When starting a business in Sri Lanka there are several types of businesses you can choose from. There are 3 main types of businesses that you can register and depending on the type of business you will operate, the best fit for you may change.
Each of these business types has their benefits and disadvantages. It is up to you to carefully consider which type of business you want to register. If you want to find more information, we have covered these extensively in our blogs. If you’re just starting out, these will be an excellent starting point for you.
While you can refer to the above blogs to get more information, each type of business requires you to submit various documents in order to get your business registered. In this article, we are going to walk you through each form you’d need to complete for each type of business to simplify this process.
To set up a business under your own name, you must submit a sole proprietorship business registration form or individual business registration form in Sri Lanka. To get this process started you must visit the relevant provincial council and mention that you are trying to register a business as a sole proprietor.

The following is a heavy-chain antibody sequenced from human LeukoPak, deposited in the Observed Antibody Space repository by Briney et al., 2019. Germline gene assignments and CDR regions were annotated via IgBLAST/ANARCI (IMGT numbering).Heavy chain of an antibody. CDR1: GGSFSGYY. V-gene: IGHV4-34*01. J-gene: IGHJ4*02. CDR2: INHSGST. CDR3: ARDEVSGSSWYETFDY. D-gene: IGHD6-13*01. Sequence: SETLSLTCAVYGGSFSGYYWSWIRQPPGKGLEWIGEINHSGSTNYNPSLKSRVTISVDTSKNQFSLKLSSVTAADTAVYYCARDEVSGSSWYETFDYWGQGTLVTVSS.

You might also be required to provide additional documentation depending on the type of your business. These would be either recommendations and certification from relevant authorities for that industry. For a complete list of industries and where you should obtain certifications or recommendations from click here.
If you are registering your business as a partnership between 2 or more people, the forms you have to complete are very similar.
The customs registration process can get tricky. Let us help you figure it out.
We have covered the process of creating a Private Limited company extensively. You can read about the entire process through Company Registration in Sri Lanka – A Step by Step Guide article. The forms you are required to fill out are different from sole proprietorship or a partnership.
In addition to the above, we also recommend having a Shareholder’s agreement as it grants higher protection to the shareholders while making sure responsibilities of shareholders are clearly laid out. This will be critical if you run into shareholder disputes during the course of operating your business.
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We’ve helped set up hundreds of private limited companies, sole proprietorships and partnerships in Sri Lanka across a range of industries. If you’re thinking of setting up a business in Sri Lanka and need assistance in going through the process, reach out to us for a free consultation.
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